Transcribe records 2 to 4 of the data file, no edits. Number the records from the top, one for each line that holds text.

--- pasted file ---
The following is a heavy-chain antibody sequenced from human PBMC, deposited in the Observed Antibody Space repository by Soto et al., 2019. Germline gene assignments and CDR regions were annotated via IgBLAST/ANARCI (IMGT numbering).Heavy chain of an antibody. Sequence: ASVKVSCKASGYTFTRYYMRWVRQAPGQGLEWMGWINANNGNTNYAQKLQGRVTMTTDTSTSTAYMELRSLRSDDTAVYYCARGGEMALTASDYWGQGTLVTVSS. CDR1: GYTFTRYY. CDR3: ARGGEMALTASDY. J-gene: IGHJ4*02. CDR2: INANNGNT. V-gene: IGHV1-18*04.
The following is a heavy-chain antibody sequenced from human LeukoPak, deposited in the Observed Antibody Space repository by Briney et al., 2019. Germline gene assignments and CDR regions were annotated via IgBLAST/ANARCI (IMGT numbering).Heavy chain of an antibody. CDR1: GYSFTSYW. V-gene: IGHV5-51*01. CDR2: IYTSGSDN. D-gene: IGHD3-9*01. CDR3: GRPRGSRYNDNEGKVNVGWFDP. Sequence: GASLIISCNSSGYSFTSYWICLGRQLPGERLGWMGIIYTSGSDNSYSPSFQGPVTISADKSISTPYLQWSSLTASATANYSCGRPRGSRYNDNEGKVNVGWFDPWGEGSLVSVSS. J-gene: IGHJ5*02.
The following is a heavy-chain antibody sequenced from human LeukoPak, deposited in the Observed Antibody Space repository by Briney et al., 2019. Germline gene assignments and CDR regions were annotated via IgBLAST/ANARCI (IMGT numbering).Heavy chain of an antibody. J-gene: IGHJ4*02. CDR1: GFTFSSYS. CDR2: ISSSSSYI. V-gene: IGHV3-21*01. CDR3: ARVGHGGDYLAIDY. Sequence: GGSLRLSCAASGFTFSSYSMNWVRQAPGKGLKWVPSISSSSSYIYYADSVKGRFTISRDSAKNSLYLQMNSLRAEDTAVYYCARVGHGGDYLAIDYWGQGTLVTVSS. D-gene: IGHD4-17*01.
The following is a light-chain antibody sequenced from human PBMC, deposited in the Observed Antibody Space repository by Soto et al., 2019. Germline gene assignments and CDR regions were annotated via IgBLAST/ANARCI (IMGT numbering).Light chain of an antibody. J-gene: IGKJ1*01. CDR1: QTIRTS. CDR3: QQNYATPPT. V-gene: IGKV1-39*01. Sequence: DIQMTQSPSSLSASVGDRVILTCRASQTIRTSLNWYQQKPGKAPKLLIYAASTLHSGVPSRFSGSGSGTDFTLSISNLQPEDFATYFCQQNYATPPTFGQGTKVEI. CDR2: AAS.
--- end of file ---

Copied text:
The following is a heavy-chain antibody sequenced from human LeukoPak, deposited in the Observed Antibody Space repository by Briney et al., 2019. Germline gene assignments and CDR regions were annotated via IgBLAST/ANARCI (IMGT numbering).Heavy chain of an antibody. CDR1: GYSFTSYW. V-gene: IGHV5-51*01. CDR2: IYTSGSDN. D-gene: IGHD3-9*01. CDR3: GRPRGSRYNDNEGKVNVGWFDP. Sequence: GASLIISCNSSGYSFTSYWICLGRQLPGERLGWMGIIYTSGSDNSYSPSFQGPVTISADKSISTPYLQWSSLTASATANYSCGRPRGSRYNDNEGKVNVGWFDPWGEGSLVSVSS. J-gene: IGHJ5*02.
The following is a heavy-chain antibody sequenced from human LeukoPak, deposited in the Observed Antibody Space repository by Briney et al., 2019. Germline gene assignments and CDR regions were annotated via IgBLAST/ANARCI (IMGT numbering).Heavy chain of an antibody. J-gene: IGHJ4*02. CDR1: GFTFSSYS. CDR2: ISSSSSYI. V-gene: IGHV3-21*01. CDR3: ARVGHGGDYLAIDY. Sequence: GGSLRLSCAASGFTFSSYSMNWVRQAPGKGLKWVPSISSSSSYIYYADSVKGRFTISRDSAKNSLYLQMNSLRAEDTAVYYCARVGHGGDYLAIDYWGQGTLVTVSS. D-gene: IGHD4-17*01.
The following is a light-chain antibody sequenced from human PBMC, deposited in the Observed Antibody Space repository by Soto et al., 2019. Germline gene assignments and CDR regions were annotated via IgBLAST/ANARCI (IMGT numbering).Light chain of an antibody. J-gene: IGKJ1*01. CDR1: QTIRTS. CDR3: QQNYATPPT. V-gene: IGKV1-39*01. Sequence: DIQMTQSPSSLSASVGDRVILTCRASQTIRTSLNWYQQKPGKAPKLLIYAASTLHSGVPSRFSGSGSGTDFTLSISNLQPEDFATYFCQQNYATPPTFGQGTKVEI. CDR2: AAS.